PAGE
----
Tasmania Institute of Agriculture honours student Samantha Flight has identified a new and potentially more profitable way for Tasmanian dairy farmers to manage their pastures.
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Tasmanian Institute of Agriculture dairy extension officer Samantha Flight.

A TIA dairy extension officer, Ms Flight undertook an honours project to find out if milk urea nitrogen (MUN) — based on the concentration of urea in milk — could be used by Tasmanian dairy farmers as a useful additional tool for helping to decide when and how much nitrogen fertiliser to apply to their pastures.

“The Tasmanian dairy industry is largely a pasture-based system, and this provides farmers with a competitive advantage as grazed pasture is relatively low-cost,” Ms Flight said.

“But to maintain this competitive advantage, farmers need to be feeding cows well and managing pastures well.

“Protein and energy are key nutritional elements in a milking cows’ diet and are essential to achieving milk production potential.

“The application of nitrogen fertiliser is used to drive pasture growth, however it is difficult to analyse the quality of pasture in a timely manner to check if the amount applied was correct.

“There is an opportunity to use MUN to determine the effectiveness of fertiliser usage on dairy farms.

“We can look at MUN to determine whether protein levels in pastures and resultingly the cow diet are too high or too low at various times during the season and farmers can adjust their management decisions accordingly.

“For example, if protein in a cow’s diet is low then MUN is also expected to be low.”

Ms Flight said MUN was commonly used by farmers in the Northern Hemisphere as an indicator of the efficiency of protein in the diet of dairy cows but was not a tool that was currently utilised in Tasmania.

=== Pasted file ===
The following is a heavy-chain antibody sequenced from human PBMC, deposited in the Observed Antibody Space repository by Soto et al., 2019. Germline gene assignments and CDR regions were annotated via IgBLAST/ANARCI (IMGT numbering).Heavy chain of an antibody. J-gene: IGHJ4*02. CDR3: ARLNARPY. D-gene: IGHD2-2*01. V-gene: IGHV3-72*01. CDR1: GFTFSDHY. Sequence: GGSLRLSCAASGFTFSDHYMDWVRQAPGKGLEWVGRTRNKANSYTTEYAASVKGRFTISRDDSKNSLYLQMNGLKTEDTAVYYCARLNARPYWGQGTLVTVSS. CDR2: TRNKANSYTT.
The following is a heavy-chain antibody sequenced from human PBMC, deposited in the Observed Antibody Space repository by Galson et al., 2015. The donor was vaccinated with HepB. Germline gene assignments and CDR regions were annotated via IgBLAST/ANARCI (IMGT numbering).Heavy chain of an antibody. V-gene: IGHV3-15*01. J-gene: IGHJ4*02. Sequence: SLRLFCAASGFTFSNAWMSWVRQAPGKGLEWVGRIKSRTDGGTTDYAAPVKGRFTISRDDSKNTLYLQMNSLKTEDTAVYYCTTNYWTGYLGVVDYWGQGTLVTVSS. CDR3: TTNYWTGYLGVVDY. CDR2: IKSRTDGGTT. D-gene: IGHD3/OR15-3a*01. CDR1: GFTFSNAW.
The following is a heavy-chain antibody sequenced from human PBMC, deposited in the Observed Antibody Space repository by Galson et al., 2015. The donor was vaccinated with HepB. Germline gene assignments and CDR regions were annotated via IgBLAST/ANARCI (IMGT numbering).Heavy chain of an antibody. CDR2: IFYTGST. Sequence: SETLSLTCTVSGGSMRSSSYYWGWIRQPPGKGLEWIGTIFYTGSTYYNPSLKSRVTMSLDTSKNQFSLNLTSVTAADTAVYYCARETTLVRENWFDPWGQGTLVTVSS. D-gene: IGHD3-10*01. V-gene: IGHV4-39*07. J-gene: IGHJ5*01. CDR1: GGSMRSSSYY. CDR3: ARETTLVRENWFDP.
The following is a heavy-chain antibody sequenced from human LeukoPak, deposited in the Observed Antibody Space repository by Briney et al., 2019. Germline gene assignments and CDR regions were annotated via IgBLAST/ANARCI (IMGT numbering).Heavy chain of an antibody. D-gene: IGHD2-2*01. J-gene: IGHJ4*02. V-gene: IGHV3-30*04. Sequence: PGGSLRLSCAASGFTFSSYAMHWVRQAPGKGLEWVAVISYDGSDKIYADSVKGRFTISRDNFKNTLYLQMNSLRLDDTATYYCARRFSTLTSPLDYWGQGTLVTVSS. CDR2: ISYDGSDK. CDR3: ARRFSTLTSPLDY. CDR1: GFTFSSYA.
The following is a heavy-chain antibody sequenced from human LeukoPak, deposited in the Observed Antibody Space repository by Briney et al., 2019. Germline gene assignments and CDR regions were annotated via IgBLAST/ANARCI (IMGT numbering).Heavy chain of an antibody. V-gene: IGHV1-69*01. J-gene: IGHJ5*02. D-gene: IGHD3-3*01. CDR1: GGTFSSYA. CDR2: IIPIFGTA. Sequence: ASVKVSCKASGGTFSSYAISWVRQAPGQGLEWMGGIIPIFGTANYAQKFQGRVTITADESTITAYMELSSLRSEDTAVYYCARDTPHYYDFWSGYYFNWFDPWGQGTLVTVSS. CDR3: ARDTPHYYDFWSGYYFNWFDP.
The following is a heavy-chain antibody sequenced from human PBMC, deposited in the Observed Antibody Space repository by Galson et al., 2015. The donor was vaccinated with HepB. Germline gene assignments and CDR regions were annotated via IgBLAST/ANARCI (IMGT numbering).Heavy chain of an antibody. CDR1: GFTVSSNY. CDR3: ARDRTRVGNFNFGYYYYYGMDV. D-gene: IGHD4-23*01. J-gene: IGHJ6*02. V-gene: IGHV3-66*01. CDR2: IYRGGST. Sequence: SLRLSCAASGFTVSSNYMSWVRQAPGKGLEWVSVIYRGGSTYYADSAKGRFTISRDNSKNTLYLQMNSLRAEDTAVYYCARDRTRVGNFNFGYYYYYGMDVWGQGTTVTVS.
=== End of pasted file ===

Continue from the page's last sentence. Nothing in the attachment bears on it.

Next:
“Based on the findings of my honours project, it appears that if MUN results are received on a regular basis such as from bulk tank milk samples, it can provide farmers with a useful indication of when pastures are low in nitrogen or when nitrogen levels are too high and fertiliser is being wasted,” she said.

“This has real potential to provide productivity and profitability benefits and also environmental benefits through avoiding excess nitrogen negatively impacting the environment through leaching, run-off and N20 emissions.”

The project involved analysing 1204 herd tests conducted on 158 Tasmanian dairy farms over three years and surveys with 24 farmers looking at cow diet and fertiliser usage.

Ms Flight said she would like to see extension tools developed to facilitate the sharing of this information to Tasmanian dairy farmers, such as an easy-to-use decision making tree outlining thresholds of MUN and management at each of these levels.

“It would be great if we could start using MUN as a management tool as already happens in the Northern Hemisphere.”

TIA is a joint venture between the University of Tasmania and the Tasmanian Government.

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